Computers on the battlefield take a beating.

Beyond the everyday wear and tear, they also must endure extreme temperatures and often violent vibrations. To help ensure its systems give soldiers and commanders the information they need, the Army relies on its Mounted Family of Computer Systems program. Known as MfoCS, pronounced em-fox, the program covers detachable tablets to fully-loaded, vehicle-mounted workstations.

C4ISRNET spoke recently with Bill Guyan, vice president of business development for Leonardo DRS, about advances in battlefield computing.

C4ISRNET: We hear a lot about a new emphasis on the hardening of security of contractors. And not just contractors, but primes, and then their contractors. Obviously this has become a point of concern for DOD leadership.

Bill Guyan: One of the big areas of emphasis for the Army in the procurement of the [Mounted Family of Computer Systems] (MFoCS) and particularly MFoC2 II, were areas related to security, both from a cyber security standpoint and the ability to assure that the system was free from malware or any external threat. So there’s a very comprehensive supply chain risk management strategy put in place and for this program we believe that this is the most secure edge computing system that the Army’s ever purchased.

It’s absolutely critical that it be so, since ultimately there will be somewhere between a 100,000 and 125,000 of these systems fielded across the Army and Marine Corps, at the edge of the battlefield with each one of these systems serving as potential on ramp to the network and in an area of situational awareness that is absolutely mission critical. There was a time when we derived quick benefit from having an advantage and a capability that our opponents didn't. And over time the capability has evolved from a nice to have capability to a mission critical capability that we'd be hard pressed to fight without.

C4ISRNET: The Army has put a lot of emphasis on size, weight and power. Can you explain how that manifests itself on the battlefield?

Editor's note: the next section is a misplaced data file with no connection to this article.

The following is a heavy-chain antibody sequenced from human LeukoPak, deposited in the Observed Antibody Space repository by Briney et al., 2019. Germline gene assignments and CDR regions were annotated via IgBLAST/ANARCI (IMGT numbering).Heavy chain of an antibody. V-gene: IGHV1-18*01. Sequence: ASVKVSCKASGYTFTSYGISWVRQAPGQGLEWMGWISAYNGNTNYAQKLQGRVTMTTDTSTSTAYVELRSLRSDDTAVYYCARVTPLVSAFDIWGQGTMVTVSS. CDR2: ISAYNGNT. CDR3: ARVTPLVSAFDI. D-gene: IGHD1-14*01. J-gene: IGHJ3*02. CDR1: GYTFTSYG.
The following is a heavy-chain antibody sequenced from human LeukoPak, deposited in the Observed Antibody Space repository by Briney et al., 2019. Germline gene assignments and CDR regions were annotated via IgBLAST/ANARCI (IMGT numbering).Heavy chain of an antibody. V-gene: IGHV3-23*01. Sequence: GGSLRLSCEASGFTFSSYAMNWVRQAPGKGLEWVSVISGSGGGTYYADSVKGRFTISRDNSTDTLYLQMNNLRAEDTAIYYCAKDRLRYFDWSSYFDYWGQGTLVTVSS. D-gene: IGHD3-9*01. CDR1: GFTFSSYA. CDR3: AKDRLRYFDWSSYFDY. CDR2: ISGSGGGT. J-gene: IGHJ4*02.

Guyan: We optimize size, weight and power in two ways. At the hardware level we optimize by staying at the leading edge of available technologies, available commercial technologies and rapidly adapting and adopting them for employment in this mission critical extreme environment. The computers and displays are the soldiers' path to the network. It has to work at -40 centigrade and it has to work at 80 degrees centigrade. It has to work in extreme vibration and it has to work in contested EMI environments. It has to work all the time.

For example, we led the charge in the adoption and fielding of solid state hard drives versus rotating media, which allowed us to not only improve the resiliency of the system, but also to reduce size, because we no longer have to isolate the rotating hard drive from the shock and vibration.

We also migrated from the old backlight technology to an LED backlight, which is much more reliable, particularly in shock vibration at temperature extremes. But it also requires far less power.

The other thing that we've been able to do is rapidly adapt the latest processor technologies when they're available. Of course, processors continue to get faster, smaller, and use less power. We're able to make sure that every generation of system can deliver more computing capability for less power, and less power means less heat.

C4ISRNET: What kind of conditions can some of this hardware endure today that five or 10 years ago would have been a lost cause?

Guyan: Now we’re able to operate our computer at its maximum capacity, its fastest speed throughout the entire range of environmental temperatures. It used to be that the initial systems, and like your laptop now, when it reaches a certain temperature, it will throttle down and start to reduce its processing speed in order to control its internal temperature to prevent damage to the system itself.

For the last eight or nine years now we've been able to deliver the very latest multi core processing solution. The same kind you'd buy in store, available from the big name suppliers. We've been able to supply that latest processor with the capability that doesn't throttle back at all with extreme temperatures.

It’s important because if the system is going to be mission critical, we can’t afford to have it break and stop working when somebody needs to use it. We also can’t afford to throttle it back and have it not work as well as needed. Sometimes the computers are used to call for life saving response, Medevac, or call for artillery support, or to send a critical message in the heat of combat. It just has to work all the time.

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